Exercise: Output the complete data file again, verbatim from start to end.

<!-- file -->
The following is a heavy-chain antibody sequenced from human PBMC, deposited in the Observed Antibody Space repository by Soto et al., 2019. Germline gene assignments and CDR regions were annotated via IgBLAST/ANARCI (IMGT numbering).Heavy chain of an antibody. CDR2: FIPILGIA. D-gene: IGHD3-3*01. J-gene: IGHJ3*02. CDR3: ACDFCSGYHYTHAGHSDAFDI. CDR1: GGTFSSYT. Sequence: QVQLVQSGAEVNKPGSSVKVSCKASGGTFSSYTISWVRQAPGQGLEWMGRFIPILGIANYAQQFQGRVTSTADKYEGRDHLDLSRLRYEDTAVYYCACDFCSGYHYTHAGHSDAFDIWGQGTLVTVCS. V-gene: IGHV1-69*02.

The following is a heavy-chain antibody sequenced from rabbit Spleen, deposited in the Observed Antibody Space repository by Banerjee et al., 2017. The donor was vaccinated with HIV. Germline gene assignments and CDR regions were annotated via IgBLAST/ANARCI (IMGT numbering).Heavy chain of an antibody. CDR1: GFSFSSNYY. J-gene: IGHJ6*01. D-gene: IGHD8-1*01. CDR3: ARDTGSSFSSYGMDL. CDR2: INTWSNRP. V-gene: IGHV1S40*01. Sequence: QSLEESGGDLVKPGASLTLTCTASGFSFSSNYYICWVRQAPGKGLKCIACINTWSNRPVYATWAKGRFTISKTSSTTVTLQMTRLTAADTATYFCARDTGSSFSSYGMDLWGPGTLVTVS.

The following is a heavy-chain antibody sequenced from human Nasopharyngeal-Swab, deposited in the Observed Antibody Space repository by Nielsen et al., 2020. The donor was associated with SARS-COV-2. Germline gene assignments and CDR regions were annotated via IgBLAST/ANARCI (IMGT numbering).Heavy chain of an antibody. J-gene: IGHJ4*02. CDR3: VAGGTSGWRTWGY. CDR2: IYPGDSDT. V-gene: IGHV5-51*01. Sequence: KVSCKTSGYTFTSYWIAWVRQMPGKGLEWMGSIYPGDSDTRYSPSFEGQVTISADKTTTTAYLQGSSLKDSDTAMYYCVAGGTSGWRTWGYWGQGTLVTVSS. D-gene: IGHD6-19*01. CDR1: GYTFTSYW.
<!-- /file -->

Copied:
The following is a heavy-chain antibody sequenced from human PBMC, deposited in the Observed Antibody Space repository by Soto et al., 2019. Germline gene assignments and CDR regions were annotated via IgBLAST/ANARCI (IMGT numbering).Heavy chain of an antibody. CDR2: FIPILGIA. D-gene: IGHD3-3*01. J-gene: IGHJ3*02. CDR3: ACDFCSGYHYTHAGHSDAFDI. CDR1: GGTFSSYT. Sequence: QVQLVQSGAEVNKPGSSVKVSCKASGGTFSSYTISWVRQAPGQGLEWMGRFIPILGIANYAQQFQGRVTSTADKYEGRDHLDLSRLRYEDTAVYYCACDFCSGYHYTHAGHSDAFDIWGQGTLVTVCS. V-gene: IGHV1-69*02.

The following is a heavy-chain antibody sequenced from rabbit Spleen, deposited in the Observed Antibody Space repository by Banerjee et al., 2017. The donor was vaccinated with HIV. Germline gene assignments and CDR regions were annotated via IgBLAST/ANARCI (IMGT numbering).Heavy chain of an antibody. CDR1: GFSFSSNYY. J-gene: IGHJ6*01. D-gene: IGHD8-1*01. CDR3: ARDTGSSFSSYGMDL. CDR2: INTWSNRP. V-gene: IGHV1S40*01. Sequence: QSLEESGGDLVKPGASLTLTCTASGFSFSSNYYICWVRQAPGKGLKCIACINTWSNRPVYATWAKGRFTISKTSSTTVTLQMTRLTAADTATYFCARDTGSSFSSYGMDLWGPGTLVTVS.

The following is a heavy-chain antibody sequenced from human Nasopharyngeal-Swab, deposited in the Observed Antibody Space repository by Nielsen et al., 2020. The donor was associated with SARS-COV-2. Germline gene assignments and CDR regions were annotated via IgBLAST/ANARCI (IMGT numbering).Heavy chain of an antibody. J-gene: IGHJ4*02. CDR3: VAGGTSGWRTWGY. CDR2: IYPGDSDT. V-gene: IGHV5-51*01. Sequence: KVSCKTSGYTFTSYWIAWVRQMPGKGLEWMGSIYPGDSDTRYSPSFEGQVTISADKTTTTAYLQGSSLKDSDTAMYYCVAGGTSGWRTWGYWGQGTLVTVSS. D-gene: IGHD6-19*01. CDR1: GYTFTSYW.